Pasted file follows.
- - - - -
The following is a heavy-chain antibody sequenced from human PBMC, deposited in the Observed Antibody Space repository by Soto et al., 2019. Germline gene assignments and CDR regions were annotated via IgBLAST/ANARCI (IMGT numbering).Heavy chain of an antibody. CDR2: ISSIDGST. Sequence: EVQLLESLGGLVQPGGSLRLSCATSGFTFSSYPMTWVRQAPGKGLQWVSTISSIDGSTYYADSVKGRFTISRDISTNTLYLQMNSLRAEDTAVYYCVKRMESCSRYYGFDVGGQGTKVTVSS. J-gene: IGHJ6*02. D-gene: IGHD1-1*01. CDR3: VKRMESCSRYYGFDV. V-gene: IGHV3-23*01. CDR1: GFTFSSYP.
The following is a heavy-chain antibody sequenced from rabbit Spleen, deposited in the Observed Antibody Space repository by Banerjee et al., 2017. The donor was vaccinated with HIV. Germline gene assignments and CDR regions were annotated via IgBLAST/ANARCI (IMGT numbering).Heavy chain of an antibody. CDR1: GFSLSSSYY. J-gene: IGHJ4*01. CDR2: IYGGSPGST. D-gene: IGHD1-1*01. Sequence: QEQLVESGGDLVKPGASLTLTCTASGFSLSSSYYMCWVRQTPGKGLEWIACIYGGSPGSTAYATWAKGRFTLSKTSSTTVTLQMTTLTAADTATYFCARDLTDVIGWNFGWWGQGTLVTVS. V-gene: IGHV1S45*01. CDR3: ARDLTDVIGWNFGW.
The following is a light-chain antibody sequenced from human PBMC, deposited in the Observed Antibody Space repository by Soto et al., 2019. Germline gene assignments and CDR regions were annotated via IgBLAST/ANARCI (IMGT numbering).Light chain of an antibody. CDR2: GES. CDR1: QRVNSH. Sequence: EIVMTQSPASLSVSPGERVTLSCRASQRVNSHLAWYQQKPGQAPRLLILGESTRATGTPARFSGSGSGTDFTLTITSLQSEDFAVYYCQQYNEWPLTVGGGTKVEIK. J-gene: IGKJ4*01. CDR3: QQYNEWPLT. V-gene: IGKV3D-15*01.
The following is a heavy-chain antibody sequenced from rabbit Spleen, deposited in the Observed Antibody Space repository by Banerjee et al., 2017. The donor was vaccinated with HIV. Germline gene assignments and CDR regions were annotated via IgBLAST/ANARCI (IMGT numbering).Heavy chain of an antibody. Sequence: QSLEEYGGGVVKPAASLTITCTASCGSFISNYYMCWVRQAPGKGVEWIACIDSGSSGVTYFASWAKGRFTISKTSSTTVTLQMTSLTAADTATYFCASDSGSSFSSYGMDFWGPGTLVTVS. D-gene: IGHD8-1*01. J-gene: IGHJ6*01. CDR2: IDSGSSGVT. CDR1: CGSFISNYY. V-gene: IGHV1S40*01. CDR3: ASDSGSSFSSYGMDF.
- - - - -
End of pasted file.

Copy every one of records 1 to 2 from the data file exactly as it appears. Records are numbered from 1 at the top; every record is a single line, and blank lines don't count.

The following is a heavy-chain antibody sequenced from human PBMC, deposited in the Observed Antibody Space repository by Soto et al., 2019. Germline gene assignments and CDR regions were annotated via IgBLAST/ANARCI (IMGT numbering).Heavy chain of an antibody. CDR2: ISSIDGST. Sequence: EVQLLESLGGLVQPGGSLRLSCATSGFTFSSYPMTWVRQAPGKGLQWVSTISSIDGSTYYADSVKGRFTISRDISTNTLYLQMNSLRAEDTAVYYCVKRMESCSRYYGFDVGGQGTKVTVSS. J-gene: IGHJ6*02. D-gene: IGHD1-1*01. CDR3: VKRMESCSRYYGFDV. V-gene: IGHV3-23*01. CDR1: GFTFSSYP.
The following is a heavy-chain antibody sequenced from rabbit Spleen, deposited in the Observed Antibody Space repository by Banerjee et al., 2017. The donor was vaccinated with HIV. Germline gene assignments and CDR regions were annotated via IgBLAST/ANARCI (IMGT numbering).Heavy chain of an antibody. CDR1: GFSLSSSYY. J-gene: IGHJ4*01. CDR2: IYGGSPGST. D-gene: IGHD1-1*01. Sequence: QEQLVESGGDLVKPGASLTLTCTASGFSLSSSYYMCWVRQTPGKGLEWIACIYGGSPGSTAYATWAKGRFTLSKTSSTTVTLQMTTLTAADTATYFCARDLTDVIGWNFGWWGQGTLVTVS. V-gene: IGHV1S45*01. CDR3: ARDLTDVIGWNFGW.